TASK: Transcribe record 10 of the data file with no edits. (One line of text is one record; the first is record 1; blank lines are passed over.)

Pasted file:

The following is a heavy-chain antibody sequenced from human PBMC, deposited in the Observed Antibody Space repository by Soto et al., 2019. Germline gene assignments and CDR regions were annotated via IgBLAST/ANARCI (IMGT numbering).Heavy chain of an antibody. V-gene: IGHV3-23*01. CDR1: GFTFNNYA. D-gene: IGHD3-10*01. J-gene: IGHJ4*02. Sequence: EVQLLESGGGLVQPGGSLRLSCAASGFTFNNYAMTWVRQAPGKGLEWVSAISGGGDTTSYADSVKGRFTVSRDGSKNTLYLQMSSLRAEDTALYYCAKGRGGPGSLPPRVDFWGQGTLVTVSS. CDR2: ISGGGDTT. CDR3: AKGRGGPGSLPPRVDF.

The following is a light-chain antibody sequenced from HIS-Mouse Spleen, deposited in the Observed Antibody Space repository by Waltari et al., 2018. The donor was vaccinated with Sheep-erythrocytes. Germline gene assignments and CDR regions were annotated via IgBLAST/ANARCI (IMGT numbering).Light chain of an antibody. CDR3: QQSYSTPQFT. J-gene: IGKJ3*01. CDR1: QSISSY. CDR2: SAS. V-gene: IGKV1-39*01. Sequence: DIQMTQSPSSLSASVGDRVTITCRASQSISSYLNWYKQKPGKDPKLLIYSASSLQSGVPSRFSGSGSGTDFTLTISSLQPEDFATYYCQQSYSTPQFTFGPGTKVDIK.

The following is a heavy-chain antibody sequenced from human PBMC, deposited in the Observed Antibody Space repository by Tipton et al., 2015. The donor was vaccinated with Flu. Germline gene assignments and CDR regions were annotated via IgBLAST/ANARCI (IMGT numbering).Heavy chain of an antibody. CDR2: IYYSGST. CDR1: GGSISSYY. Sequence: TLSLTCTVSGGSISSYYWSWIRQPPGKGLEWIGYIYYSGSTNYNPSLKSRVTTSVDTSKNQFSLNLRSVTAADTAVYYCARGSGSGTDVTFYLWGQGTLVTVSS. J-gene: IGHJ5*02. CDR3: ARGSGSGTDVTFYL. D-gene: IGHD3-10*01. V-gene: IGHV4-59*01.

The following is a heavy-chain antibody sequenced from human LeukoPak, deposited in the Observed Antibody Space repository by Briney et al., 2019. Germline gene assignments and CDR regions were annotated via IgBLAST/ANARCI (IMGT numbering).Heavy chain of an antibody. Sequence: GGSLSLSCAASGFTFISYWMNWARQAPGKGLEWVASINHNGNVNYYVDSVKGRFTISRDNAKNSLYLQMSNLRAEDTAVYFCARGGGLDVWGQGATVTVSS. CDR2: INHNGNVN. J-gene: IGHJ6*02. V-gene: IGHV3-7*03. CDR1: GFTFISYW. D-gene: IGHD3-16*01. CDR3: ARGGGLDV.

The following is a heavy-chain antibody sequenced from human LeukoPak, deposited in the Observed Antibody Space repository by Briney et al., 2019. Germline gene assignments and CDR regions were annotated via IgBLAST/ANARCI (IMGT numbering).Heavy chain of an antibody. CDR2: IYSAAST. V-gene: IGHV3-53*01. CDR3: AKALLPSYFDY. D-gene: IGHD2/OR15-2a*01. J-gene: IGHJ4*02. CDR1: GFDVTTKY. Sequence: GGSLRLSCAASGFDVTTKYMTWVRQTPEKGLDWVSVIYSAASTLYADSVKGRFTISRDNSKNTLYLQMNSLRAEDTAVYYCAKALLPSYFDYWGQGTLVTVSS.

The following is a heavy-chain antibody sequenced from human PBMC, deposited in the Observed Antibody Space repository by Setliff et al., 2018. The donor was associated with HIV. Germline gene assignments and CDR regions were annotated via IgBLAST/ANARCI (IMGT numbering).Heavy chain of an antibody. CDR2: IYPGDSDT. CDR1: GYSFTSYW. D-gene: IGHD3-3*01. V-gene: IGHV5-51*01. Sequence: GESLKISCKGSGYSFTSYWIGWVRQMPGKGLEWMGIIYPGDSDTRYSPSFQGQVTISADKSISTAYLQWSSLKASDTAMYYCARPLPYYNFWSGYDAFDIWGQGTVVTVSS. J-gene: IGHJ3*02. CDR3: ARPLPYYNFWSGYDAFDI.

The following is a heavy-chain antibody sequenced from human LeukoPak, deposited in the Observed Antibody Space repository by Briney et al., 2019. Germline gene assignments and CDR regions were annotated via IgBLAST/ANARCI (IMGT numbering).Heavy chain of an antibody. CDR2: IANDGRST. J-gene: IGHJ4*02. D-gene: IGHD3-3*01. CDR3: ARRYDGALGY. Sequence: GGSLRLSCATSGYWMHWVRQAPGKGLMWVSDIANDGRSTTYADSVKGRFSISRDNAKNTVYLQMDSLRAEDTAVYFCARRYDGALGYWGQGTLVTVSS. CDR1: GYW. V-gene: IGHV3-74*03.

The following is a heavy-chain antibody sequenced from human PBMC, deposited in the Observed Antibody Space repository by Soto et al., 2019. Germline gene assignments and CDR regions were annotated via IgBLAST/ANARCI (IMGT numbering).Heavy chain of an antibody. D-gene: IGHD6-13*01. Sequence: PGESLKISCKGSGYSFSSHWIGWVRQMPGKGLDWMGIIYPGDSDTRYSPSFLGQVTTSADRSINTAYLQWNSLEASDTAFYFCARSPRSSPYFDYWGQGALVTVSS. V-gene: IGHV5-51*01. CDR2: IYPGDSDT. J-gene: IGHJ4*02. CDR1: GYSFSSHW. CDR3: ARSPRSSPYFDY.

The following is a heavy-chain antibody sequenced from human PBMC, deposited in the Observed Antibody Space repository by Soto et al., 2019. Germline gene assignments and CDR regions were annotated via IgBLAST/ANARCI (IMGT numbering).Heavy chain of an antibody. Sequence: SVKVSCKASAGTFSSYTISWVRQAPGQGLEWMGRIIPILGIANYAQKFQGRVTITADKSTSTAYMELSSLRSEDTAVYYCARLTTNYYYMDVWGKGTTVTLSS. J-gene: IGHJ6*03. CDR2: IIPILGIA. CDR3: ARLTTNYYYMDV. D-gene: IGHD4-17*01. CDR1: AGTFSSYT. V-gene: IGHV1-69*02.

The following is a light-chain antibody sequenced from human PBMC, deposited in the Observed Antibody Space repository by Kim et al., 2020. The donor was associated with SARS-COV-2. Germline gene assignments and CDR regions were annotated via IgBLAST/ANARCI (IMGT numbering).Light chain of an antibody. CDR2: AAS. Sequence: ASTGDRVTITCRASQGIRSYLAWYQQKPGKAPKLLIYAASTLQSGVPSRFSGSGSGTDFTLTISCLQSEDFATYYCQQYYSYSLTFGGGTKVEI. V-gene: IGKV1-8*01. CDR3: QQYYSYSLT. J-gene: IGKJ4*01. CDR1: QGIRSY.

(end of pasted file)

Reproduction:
The following is a light-chain antibody sequenced from human PBMC, deposited in the Observed Antibody Space repository by Kim et al., 2020. The donor was associated with SARS-COV-2. Germline gene assignments and CDR regions were annotated via IgBLAST/ANARCI (IMGT numbering).Light chain of an antibody. CDR2: AAS. Sequence: ASTGDRVTITCRASQGIRSYLAWYQQKPGKAPKLLIYAASTLQSGVPSRFSGSGSGTDFTLTISCLQSEDFATYYCQQYYSYSLTFGGGTKVEI. V-gene: IGKV1-8*01. CDR3: QQYYSYSLT. J-gene: IGKJ4*01. CDR1: QGIRSY.